And in dream logic – that seemed to do the trick. Colossus was freed – and reverted to his non-metal self. Hellboy can withstand fire-power (being a minion of hell) and it was a weird happy ending.
The next dream phase occurred with Wolverine starring (yet again) in his own comic – but this time, instead of leading or being a part of a team – he was the team himself. The psyches of both Cannonball and Jean Grey (along with their powers) – were loaded into Wolverine. He was being deployed to Iraq. I saw the cover issue very clearly – it was entitled “X-Men: Revisions.” For some reason – I was REALLY clamoring for this comic.
The writer – it turns out – was an Iraqi war veteran who had served three tours in Iraq, and wanted to tell the story of what was happening over there using comic books as some sort of allegory.
In the dream – this was destined to be a top-selling issue.
OK – I know where some of this is coming from – I recently started reading “The Amazing Adventures of Kavalier and Clay,” and the last bit I was reading before drifting off to sleep – Joe Kavalier was sketching comic-books wherein the protagonist is fighting a one-man war against Hitler. Post Nyquil shot I was thinking – wow, wouldn’t it be nice if modern Wars could be so clean cut? I know this is an overly optimistic view of what World War II was – because it was actually a really devastating war for Europe and for the soldiers fighting in it. But compared to the last two or three wars America has led – WWII was like Mom and Apple Pie.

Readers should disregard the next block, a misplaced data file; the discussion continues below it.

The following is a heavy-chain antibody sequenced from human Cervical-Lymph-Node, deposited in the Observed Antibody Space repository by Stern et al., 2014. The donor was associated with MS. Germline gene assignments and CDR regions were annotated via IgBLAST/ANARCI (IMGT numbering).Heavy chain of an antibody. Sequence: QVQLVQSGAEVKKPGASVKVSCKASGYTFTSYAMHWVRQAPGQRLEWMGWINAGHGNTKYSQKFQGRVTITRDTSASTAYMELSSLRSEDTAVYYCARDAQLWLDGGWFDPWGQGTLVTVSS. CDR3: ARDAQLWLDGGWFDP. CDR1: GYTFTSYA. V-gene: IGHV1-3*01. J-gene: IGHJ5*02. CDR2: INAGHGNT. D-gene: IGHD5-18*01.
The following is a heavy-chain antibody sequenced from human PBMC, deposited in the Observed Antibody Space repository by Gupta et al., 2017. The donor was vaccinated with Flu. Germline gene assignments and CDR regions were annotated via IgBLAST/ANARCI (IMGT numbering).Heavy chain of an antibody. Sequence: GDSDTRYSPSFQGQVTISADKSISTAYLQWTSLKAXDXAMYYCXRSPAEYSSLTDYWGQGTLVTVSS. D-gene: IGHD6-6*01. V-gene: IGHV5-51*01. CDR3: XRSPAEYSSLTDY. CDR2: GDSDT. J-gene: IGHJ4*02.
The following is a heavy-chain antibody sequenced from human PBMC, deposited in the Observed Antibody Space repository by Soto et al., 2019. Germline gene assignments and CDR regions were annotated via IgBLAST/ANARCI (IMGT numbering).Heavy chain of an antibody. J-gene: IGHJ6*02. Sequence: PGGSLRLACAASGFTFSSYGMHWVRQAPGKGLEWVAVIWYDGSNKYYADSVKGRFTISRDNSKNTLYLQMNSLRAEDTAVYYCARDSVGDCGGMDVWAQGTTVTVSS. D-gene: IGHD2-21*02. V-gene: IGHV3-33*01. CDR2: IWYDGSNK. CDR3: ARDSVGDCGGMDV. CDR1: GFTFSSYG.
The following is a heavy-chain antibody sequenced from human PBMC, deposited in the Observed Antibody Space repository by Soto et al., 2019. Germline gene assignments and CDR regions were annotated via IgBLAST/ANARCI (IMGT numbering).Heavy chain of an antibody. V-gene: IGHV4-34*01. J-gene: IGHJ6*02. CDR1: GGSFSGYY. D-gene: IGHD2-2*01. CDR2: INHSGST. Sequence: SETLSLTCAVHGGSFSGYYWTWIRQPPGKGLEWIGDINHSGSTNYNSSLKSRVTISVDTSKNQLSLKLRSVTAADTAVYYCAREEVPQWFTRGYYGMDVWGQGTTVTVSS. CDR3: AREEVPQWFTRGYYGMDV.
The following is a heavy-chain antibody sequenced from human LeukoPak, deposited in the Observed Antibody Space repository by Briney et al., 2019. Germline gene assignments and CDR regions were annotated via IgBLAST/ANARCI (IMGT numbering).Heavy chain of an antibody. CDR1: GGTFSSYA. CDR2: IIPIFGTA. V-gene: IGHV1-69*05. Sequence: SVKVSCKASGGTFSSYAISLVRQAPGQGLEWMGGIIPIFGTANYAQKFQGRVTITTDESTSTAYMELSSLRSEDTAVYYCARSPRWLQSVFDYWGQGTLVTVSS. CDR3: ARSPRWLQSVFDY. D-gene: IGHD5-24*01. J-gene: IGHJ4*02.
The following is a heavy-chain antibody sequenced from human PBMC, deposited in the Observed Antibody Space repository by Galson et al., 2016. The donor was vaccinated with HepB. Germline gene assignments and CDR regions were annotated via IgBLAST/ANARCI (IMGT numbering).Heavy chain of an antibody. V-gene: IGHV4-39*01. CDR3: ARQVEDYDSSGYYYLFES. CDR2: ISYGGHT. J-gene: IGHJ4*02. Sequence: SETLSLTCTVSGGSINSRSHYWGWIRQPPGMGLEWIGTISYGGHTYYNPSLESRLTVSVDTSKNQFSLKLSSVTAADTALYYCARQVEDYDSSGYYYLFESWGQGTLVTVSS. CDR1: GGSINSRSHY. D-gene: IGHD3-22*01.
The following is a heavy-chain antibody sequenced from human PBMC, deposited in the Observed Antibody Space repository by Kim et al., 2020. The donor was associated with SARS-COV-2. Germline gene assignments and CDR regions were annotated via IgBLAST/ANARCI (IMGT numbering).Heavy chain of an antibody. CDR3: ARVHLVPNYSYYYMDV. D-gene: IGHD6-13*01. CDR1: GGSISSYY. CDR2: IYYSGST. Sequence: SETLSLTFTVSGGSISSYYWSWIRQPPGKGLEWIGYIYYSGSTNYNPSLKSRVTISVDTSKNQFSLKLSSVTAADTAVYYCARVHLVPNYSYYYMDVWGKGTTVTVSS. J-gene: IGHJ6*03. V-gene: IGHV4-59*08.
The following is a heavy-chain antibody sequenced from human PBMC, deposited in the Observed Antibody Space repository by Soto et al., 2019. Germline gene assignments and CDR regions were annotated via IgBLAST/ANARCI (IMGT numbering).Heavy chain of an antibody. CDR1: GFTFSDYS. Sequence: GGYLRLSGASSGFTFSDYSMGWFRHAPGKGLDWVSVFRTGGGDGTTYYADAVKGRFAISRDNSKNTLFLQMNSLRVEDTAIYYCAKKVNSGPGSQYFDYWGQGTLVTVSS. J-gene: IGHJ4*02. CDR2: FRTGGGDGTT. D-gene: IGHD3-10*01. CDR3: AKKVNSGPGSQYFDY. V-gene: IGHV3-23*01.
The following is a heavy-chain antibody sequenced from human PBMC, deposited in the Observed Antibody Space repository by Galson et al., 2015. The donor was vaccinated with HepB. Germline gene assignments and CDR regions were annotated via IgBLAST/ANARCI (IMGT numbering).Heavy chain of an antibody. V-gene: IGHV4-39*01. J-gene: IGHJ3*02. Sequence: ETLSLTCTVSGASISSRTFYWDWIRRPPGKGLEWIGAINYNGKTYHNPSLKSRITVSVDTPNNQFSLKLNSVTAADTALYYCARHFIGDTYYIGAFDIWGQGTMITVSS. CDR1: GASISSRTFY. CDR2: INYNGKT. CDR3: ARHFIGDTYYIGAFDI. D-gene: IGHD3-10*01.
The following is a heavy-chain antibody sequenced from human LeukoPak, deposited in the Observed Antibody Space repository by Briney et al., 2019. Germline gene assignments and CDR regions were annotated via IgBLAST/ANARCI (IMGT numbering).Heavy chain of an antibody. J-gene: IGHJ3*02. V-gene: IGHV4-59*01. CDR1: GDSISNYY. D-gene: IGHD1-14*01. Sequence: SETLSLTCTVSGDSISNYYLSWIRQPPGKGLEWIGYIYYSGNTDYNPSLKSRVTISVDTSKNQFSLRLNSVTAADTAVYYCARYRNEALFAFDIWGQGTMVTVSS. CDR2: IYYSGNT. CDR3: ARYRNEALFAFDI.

In 2008 – sending a superhero off to fight the current war this country is embroiled in – what would that comic look like? What would the hero DO?
On another random whim – I googled “Wolverine fighting Nazis” just to see if that had been done before. And it has. But apparently in better taste than I would think…
Oh and Cap fought the Germans too…
I might type more on this later, but comics pretty much have their root in war propaganda – allowing kids and whomever else to get a taste of the action that was happening over seas, if they themselves couldn’t play an active role in it. Superman, Wonder Woman – some of the biggies saw their rise to fame propelled by battling the evil Germans and communists.
I’ve known this for awhile…but am just starting to make the connections to present day ideas. It would be hard to argue that Civil War had anything to do with relating Superheroes to the war we are currently fighting. That had more to do with the atmosphere of fear pervasive around the country.
Civil War also had/has LOADS to do with the freedom of information, and secret congressional meetings, and transparency in government (more on that later).
If anyone CAN point me in the direction of Superheroes and comics that are dealing with the Iraq war – I would be interested in checking them out. If only to satisfy my own curiousity, piqued, oddly enough – by a Nyquil Dream.
Much Love, Mindy C